August 26, 2008
When Merck and Co. introduced Gardisil, the media acknowledged that there were some concerns about the safety, effectiveness and cost of the vaccine, but the concern quickly died, and the media for the most part allowed itself to be sucked up into the excitement that finally there was a vaccine that could prevent cancer. After I wrote a piece addressing the issues mentioned above as well as Merck's lobbying and marketing blitz ("Making the HPV Vaccine Mandatory is Bad Medicine") along with several blog posts here (see below for links), I took a great deal of flak, much of it from feminist friends who wondered how I could possibly bad-mouth this pharmaceutical wonder that might save so many lives.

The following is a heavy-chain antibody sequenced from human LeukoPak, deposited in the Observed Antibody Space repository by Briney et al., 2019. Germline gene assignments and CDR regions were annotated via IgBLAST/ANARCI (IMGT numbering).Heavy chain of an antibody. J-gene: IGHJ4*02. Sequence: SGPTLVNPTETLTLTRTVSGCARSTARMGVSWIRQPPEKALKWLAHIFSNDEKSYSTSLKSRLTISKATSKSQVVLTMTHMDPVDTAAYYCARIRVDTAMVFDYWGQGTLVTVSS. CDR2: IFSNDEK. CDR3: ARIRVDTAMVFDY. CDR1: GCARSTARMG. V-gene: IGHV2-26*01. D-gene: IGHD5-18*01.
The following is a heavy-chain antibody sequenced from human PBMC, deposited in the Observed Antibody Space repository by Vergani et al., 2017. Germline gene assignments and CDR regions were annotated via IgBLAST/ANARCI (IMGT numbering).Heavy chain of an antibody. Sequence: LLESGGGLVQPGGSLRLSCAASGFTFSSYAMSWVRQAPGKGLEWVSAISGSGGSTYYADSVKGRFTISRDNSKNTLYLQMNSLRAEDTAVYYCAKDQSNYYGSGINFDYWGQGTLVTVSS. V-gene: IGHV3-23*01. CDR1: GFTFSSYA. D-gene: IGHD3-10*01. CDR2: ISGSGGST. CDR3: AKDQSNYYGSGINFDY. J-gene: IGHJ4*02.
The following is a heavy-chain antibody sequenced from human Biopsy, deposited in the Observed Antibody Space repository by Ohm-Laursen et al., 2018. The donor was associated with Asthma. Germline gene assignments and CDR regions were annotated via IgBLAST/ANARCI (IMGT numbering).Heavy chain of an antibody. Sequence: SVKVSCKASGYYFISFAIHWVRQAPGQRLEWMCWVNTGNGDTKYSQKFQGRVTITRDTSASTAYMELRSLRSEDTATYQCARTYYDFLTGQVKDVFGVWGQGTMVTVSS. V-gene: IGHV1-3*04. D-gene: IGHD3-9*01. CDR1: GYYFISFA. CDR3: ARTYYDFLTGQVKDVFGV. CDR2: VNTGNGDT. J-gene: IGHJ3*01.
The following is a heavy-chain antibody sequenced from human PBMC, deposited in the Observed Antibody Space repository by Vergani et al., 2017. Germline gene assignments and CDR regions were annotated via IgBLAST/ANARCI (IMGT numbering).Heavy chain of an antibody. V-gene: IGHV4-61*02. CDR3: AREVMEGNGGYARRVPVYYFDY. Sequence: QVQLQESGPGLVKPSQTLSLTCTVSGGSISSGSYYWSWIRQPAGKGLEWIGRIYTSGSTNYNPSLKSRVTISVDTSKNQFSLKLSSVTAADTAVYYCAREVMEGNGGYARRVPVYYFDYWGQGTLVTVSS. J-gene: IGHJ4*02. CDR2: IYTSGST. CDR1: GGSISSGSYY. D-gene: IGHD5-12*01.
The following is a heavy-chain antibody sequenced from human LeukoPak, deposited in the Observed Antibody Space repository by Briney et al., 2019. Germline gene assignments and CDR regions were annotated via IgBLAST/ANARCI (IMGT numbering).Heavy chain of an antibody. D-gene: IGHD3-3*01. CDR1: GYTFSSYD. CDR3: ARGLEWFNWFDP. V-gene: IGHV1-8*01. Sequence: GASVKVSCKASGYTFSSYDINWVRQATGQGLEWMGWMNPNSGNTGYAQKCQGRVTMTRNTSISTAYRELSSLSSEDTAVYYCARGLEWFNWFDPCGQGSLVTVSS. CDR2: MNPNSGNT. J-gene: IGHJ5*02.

The answer quite bluntly had to do with looking beyond the very well-funded Merck hype and examining the facts. But beyond myself and a few others, the media did not make much effort to investigate whether the hype was justified or appropriate.
Last week however, The New York Times ran several articles by Elizabeth Rosenthal (here and here) that finally address the points that I had raised. Rosenthal writes that, according to the New England Journal of Medicine,
"Two vaccines against cervical cancer are being widely used without sufficient evidence about whether they are worth their high cost or even whether they will effectively stop women from getting the disease."